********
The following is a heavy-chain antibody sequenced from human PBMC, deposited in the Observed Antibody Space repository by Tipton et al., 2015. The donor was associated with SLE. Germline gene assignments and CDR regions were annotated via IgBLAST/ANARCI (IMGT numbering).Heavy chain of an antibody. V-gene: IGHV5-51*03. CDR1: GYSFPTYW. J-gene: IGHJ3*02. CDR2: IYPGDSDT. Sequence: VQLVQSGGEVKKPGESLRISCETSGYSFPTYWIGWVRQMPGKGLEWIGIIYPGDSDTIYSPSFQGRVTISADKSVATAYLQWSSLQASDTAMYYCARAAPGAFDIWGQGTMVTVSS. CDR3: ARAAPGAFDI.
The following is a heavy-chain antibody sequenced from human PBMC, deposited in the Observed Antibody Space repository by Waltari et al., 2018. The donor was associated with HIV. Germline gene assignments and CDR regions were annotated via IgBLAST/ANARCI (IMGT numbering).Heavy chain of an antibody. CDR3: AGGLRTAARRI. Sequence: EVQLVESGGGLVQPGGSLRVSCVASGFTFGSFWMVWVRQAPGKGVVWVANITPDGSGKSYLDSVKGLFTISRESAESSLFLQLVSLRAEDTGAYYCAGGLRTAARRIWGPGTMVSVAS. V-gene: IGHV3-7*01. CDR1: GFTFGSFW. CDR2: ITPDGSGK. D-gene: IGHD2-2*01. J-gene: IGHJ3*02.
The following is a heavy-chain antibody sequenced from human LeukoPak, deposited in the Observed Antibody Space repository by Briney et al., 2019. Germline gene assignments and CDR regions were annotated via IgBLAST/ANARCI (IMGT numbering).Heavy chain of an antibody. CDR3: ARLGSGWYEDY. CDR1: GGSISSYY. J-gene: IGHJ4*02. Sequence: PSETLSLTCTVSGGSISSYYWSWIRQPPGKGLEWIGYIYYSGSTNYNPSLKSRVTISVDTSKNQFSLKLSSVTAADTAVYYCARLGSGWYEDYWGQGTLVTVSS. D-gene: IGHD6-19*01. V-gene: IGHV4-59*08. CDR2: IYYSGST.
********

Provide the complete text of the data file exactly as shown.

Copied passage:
The following is a heavy-chain antibody sequenced from human PBMC, deposited in the Observed Antibody Space repository by Tipton et al., 2015. The donor was associated with SLE. Germline gene assignments and CDR regions were annotated via IgBLAST/ANARCI (IMGT numbering).Heavy chain of an antibody. V-gene: IGHV5-51*03. CDR1: GYSFPTYW. J-gene: IGHJ3*02. CDR2: IYPGDSDT. Sequence: VQLVQSGGEVKKPGESLRISCETSGYSFPTYWIGWVRQMPGKGLEWIGIIYPGDSDTIYSPSFQGRVTISADKSVATAYLQWSSLQASDTAMYYCARAAPGAFDIWGQGTMVTVSS. CDR3: ARAAPGAFDI.
The following is a heavy-chain antibody sequenced from human PBMC, deposited in the Observed Antibody Space repository by Waltari et al., 2018. The donor was associated with HIV. Germline gene assignments and CDR regions were annotated via IgBLAST/ANARCI (IMGT numbering).Heavy chain of an antibody. CDR3: AGGLRTAARRI. Sequence: EVQLVESGGGLVQPGGSLRVSCVASGFTFGSFWMVWVRQAPGKGVVWVANITPDGSGKSYLDSVKGLFTISRESAESSLFLQLVSLRAEDTGAYYCAGGLRTAARRIWGPGTMVSVAS. V-gene: IGHV3-7*01. CDR1: GFTFGSFW. CDR2: ITPDGSGK. D-gene: IGHD2-2*01. J-gene: IGHJ3*02.
The following is a heavy-chain antibody sequenced from human LeukoPak, deposited in the Observed Antibody Space repository by Briney et al., 2019. Germline gene assignments and CDR regions were annotated via IgBLAST/ANARCI (IMGT numbering).Heavy chain of an antibody. CDR3: ARLGSGWYEDY. CDR1: GGSISSYY. J-gene: IGHJ4*02. Sequence: PSETLSLTCTVSGGSISSYYWSWIRQPPGKGLEWIGYIYYSGSTNYNPSLKSRVTISVDTSKNQFSLKLSSVTAADTAVYYCARLGSGWYEDYWGQGTLVTVSS. D-gene: IGHD6-19*01. V-gene: IGHV4-59*08. CDR2: IYYSGST.